(The life so short, the craft so long to learn). Hippocrates, 5th Century B.C.
I used to say that if I had my time over again my choice of further education would have been to go to medical school or study drama or go to art college so getting to spend over a year at Hereford College of Arts allowed me to tick a number of boxes, including the one that says “if only I had done this or that, then everything would have been different.”
Going to Art College – albeit fairly late in life – means that I’ve one less regret to deal with. I remember reading that as he lay on his death bed, the actor Stanley Holloway was asked if he had any regrets. He thought a moment and then admitted that he was sorry he had turned down the opportunity to do the voice-overs for Mr Kipling Cake adverts. My regrets are less earth shattering in their significance but do cause me some angst. In particular I am sorry that I ever sold this piece of work. It is called ‘Happy as the Land’ and was part of the Etifeddiaeth exhibition. No sooner had I hung it than it sold and now lives in France. I console myself with the fact that at the time I needed the money but I still wish that it was in the box with the rest of the Etifeddiaeth work.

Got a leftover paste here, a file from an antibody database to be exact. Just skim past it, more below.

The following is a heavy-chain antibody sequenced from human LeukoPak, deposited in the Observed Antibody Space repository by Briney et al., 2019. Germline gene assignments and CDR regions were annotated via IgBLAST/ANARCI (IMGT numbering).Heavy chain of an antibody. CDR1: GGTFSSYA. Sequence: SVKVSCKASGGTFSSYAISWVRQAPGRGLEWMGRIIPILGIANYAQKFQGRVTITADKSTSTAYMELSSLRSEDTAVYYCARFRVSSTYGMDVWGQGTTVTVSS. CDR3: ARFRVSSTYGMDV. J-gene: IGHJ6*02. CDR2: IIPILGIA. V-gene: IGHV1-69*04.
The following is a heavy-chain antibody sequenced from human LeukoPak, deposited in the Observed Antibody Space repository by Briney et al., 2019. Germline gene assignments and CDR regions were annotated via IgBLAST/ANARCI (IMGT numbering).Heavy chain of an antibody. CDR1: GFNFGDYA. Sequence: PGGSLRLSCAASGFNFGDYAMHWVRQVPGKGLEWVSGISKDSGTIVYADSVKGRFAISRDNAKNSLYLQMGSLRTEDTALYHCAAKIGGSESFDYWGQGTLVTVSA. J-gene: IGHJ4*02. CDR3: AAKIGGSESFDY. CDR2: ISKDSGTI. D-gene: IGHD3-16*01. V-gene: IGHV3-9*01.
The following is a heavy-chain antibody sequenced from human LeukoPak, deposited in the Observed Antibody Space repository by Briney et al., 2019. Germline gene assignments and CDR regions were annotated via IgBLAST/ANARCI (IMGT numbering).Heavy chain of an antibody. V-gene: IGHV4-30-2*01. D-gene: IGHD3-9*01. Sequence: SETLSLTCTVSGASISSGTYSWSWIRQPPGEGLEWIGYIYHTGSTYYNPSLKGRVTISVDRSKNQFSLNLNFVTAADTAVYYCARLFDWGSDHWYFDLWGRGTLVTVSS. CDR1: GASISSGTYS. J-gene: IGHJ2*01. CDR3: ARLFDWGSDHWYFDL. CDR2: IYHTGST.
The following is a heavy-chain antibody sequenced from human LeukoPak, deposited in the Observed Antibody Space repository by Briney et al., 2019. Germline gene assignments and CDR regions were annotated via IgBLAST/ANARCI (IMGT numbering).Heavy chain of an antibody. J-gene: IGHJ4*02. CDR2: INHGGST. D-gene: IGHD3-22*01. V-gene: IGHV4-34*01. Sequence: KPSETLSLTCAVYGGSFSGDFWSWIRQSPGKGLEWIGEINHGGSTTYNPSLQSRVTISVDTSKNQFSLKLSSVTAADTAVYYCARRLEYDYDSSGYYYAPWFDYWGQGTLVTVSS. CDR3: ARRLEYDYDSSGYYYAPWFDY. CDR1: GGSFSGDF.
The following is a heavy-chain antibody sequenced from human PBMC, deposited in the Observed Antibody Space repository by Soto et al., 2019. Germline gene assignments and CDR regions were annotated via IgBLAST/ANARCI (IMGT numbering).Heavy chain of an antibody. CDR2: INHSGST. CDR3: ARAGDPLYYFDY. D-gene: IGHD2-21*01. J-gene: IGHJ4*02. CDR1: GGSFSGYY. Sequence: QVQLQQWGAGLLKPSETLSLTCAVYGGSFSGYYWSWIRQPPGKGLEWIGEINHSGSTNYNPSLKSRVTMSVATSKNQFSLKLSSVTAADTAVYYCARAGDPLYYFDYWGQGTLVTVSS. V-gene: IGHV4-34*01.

For someone who spends most of their creative life in isolation – I’m not a member of a group, collective or society so I don’t do the networking, engaging or interacting with other makers – being in the company of ‘proper’ artists as well as having access to wonderful facilities whilst in college was going to be a bit of a novelty. Now that I’ve left Hereford, certificate in hand (well, nearly. It will arrive in the post at some point), I’ve been thinking about what I learnt whilst I was doing my MA. I had expected to polish my technical abilities but I reached the end of the course as skilled as when I started. Whilst I did try a few different crafts – lino cutting, papermaking and letter press printing – I’m of the opinion that I didn’t need to be in college to learn them.
This realisation has got me thinking about a method of learning called ‘Heuristics’ which is gaining momentum in the world of Adult Education. Working along side Self-Determination theory, heuristic learning relies on people teaching themselves by deciding on what they want to learn and how they want to learn it. Quite often this means that students work together to establish the best ways to gain knowledge and looking back at my MA course I can see that some of the best lessons I had came not from the lecturers but from others in my group, particularly the girls I shared studio space with.